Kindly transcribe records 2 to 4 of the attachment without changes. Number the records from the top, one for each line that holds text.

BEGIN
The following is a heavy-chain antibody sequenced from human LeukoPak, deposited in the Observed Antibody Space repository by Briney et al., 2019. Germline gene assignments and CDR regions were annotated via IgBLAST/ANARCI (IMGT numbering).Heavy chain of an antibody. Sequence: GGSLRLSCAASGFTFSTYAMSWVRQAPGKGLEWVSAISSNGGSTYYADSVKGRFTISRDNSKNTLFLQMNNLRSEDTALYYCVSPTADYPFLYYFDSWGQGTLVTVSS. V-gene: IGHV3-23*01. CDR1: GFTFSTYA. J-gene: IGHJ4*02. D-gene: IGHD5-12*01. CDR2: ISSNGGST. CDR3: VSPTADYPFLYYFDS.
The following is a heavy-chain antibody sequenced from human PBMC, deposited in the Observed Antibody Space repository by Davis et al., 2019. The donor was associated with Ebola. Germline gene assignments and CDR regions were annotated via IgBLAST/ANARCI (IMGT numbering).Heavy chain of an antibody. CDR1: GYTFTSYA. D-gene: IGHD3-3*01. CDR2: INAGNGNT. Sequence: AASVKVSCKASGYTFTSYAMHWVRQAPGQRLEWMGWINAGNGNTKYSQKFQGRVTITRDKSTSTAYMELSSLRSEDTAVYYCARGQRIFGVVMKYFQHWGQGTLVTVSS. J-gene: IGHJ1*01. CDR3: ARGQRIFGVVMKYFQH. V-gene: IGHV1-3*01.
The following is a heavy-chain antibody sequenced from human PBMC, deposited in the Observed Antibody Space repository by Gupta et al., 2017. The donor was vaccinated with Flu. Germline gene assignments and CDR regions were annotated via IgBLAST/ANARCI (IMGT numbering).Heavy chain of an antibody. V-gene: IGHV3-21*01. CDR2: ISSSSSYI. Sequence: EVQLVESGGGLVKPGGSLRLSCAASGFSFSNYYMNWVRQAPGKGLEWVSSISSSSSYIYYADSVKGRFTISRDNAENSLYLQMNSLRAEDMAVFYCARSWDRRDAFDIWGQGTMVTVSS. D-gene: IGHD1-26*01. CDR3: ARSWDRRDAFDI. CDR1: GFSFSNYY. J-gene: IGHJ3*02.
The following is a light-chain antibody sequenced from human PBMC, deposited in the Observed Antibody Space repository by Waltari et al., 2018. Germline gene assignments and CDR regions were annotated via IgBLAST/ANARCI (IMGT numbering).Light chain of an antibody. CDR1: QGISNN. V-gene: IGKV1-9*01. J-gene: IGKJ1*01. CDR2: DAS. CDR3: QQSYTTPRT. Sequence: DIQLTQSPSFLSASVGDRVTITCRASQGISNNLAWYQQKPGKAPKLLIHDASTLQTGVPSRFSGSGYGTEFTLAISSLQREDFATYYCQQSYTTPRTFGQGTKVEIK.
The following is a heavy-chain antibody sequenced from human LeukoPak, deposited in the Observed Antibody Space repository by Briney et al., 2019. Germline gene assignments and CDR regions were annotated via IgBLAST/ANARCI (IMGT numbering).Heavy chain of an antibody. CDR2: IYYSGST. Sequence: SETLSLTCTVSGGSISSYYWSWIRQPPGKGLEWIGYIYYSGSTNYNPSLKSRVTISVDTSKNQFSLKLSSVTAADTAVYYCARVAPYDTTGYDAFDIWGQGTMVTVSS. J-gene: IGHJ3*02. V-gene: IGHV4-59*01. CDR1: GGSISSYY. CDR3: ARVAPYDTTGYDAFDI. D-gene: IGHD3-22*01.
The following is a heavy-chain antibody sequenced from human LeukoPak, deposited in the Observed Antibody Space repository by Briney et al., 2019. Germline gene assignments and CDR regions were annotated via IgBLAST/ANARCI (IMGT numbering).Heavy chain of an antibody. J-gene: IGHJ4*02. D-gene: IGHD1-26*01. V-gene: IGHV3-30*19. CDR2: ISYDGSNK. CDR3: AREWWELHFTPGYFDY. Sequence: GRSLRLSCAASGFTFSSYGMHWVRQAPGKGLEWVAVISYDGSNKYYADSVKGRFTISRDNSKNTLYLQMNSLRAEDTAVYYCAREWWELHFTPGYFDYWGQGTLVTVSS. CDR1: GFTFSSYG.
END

The following is a heavy-chain antibody sequenced from human PBMC, deposited in the Observed Antibody Space repository by Davis et al., 2019. The donor was associated with Ebola. Germline gene assignments and CDR regions were annotated via IgBLAST/ANARCI (IMGT numbering).Heavy chain of an antibody. CDR1: GYTFTSYA. D-gene: IGHD3-3*01. CDR2: INAGNGNT. Sequence: AASVKVSCKASGYTFTSYAMHWVRQAPGQRLEWMGWINAGNGNTKYSQKFQGRVTITRDKSTSTAYMELSSLRSEDTAVYYCARGQRIFGVVMKYFQHWGQGTLVTVSS. J-gene: IGHJ1*01. CDR3: ARGQRIFGVVMKYFQH. V-gene: IGHV1-3*01.
The following is a heavy-chain antibody sequenced from human PBMC, deposited in the Observed Antibody Space repository by Gupta et al., 2017. The donor was vaccinated with Flu. Germline gene assignments and CDR regions were annotated via IgBLAST/ANARCI (IMGT numbering).Heavy chain of an antibody. V-gene: IGHV3-21*01. CDR2: ISSSSSYI. Sequence: EVQLVESGGGLVKPGGSLRLSCAASGFSFSNYYMNWVRQAPGKGLEWVSSISSSSSYIYYADSVKGRFTISRDNAENSLYLQMNSLRAEDMAVFYCARSWDRRDAFDIWGQGTMVTVSS. D-gene: IGHD1-26*01. CDR3: ARSWDRRDAFDI. CDR1: GFSFSNYY. J-gene: IGHJ3*02.
The following is a light-chain antibody sequenced from human PBMC, deposited in the Observed Antibody Space repository by Waltari et al., 2018. Germline gene assignments and CDR regions were annotated via IgBLAST/ANARCI (IMGT numbering).Light chain of an antibody. CDR1: QGISNN. V-gene: IGKV1-9*01. J-gene: IGKJ1*01. CDR2: DAS. CDR3: QQSYTTPRT. Sequence: DIQLTQSPSFLSASVGDRVTITCRASQGISNNLAWYQQKPGKAPKLLIHDASTLQTGVPSRFSGSGYGTEFTLAISSLQREDFATYYCQQSYTTPRTFGQGTKVEIK.